Succulent starters, magnificent mains and delectable desserts. Montreal’s food culture is a beautiful thing, and foodies flock to the trendiest restaurants to sample the city’s best dishes.
But what goes on beyond the dining room and the hustle and bustle of the kitchen, at the back of the restaurant where no patrons sit but where employees convene?
Two young Montreal workers have come forward with allegations of mistreatment in the workplace. Ricochet investigated the claims of those employees and the working conditions at a hip restaurant chain and a popular frozen yogurt shop.
In Canada a majority of workers under 29 are part-time employees or hold down multiple contracts at once, according to the Canadian Labour Congress. Meanwhile, according to Generation Progress, fewer than one in ten workers under 35 are union members. These precarious conditions create a power imbalance with employers, and leave young workers particularly vulnerable to exploitation.
Sweating on standby
Rachel remembers the sweat trickling down her forehead to her nose, then dripping onto the concrete floor. Surrounded by two industrial refrigerators and two ice machines, she was alone in the bar section of the basement. The machines each emanated a steady heat, bringing the room temperature to nearly 40 degrees. This is where the 25-year-old spent most of her time — unpaid and without air conditioning — when she was an employee of St-Henri restaurant Venice MTL.
“I had to sit there and wait for it to get busy,” she said. “I’d wait a minimum of two and a half hours and only get to punch in for 50 minutes. Other times, I devoted my entire day to being there and made no money because I was on standby.”
Whenever Rachel was scheduled as the third server, the staff at Venice directed her to the basement. Over the course of the 2018 summer, she learned that not only was the third server confined to standby shifts, but so was the second busser.
Ricochet obtained a copy of an employee manual for Venice and the adjoining bar, Paperplane. The document explains that employees must always be present and ready to work once they are on standby, and they can punch in only when they begin working.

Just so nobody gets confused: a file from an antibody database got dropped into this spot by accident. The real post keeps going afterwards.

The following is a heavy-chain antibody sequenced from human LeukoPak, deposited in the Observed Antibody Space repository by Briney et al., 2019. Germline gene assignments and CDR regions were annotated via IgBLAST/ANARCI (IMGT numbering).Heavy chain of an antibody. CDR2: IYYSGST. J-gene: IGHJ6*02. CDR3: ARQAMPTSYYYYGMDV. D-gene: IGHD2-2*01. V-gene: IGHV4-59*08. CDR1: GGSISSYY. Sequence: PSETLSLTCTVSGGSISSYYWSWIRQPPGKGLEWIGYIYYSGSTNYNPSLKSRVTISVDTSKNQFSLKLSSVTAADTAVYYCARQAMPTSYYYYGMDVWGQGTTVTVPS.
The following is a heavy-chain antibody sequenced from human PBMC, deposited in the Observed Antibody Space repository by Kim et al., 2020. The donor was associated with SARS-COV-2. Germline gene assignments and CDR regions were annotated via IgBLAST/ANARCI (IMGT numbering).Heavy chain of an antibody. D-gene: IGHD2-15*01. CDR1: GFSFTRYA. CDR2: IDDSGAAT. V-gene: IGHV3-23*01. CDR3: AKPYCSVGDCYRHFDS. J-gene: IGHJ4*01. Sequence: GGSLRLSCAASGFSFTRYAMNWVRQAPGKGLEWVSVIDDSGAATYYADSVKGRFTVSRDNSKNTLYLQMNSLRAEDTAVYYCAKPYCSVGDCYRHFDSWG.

Last June, Venice offered Rachel full-time hours as a server in their dining room, filled with surfboards and hanging ferns, the vibrant decor inspired by the California beach town. But after she accepted the position, she worked just three full shifts in three months. When she was summoned upstairs, she often texted her boyfriend or friends to come eat at Venice.
“I would make sure they sat in my section, that way I wouldn't get sent home because I didn’t have enough clients,” she said.
On June 22, 2018, after Rachel had completed her training, she ate at Venice as a customer. During the evening, she noticed another employee coming up from the basement in tears.
“At the time, I didn’t exactly understand what was going on, I figured this was a one-time thing,” she said.
It was only after Rachel’s experience in Venice’s basement that she realized her co-worker’s tears were the product of the recurring standby shifts.
She called the Commission des normes, de l’équité, de la santé et de la sécurité du travail (CNESST), the organization tasked by the government of Quebec with monitoring workplace rights and responsibilities, to ask if the standby shifts were illegal. The commission confirmed that they were. So she confronted her employers.
“They argued that the shifts were legal,” Rachel said. “They told me that it’s the name of the game in the restaurant industry. They bullied and intimidated me to stay quiet.”
“I know that a few of my co-workers were also considering calling the CNESST but they were scared of losing their jobs,” Rachel said. “As soon as I told people that I had called, my co-workers said they were proud of me. They said no one knows what’s going on here.”
After about three months of work, Rachel left Venice. She currently has a file open with the CNESST.
Venice has three locations in Montreal. Ricochet asked Charles Manceau, who is the public face of the restaurant, about the standby shifts. He denied them. When the employee manual was quoted to him, he confirmed that there were standby shifts but said that the employees waited at home and not at Venice.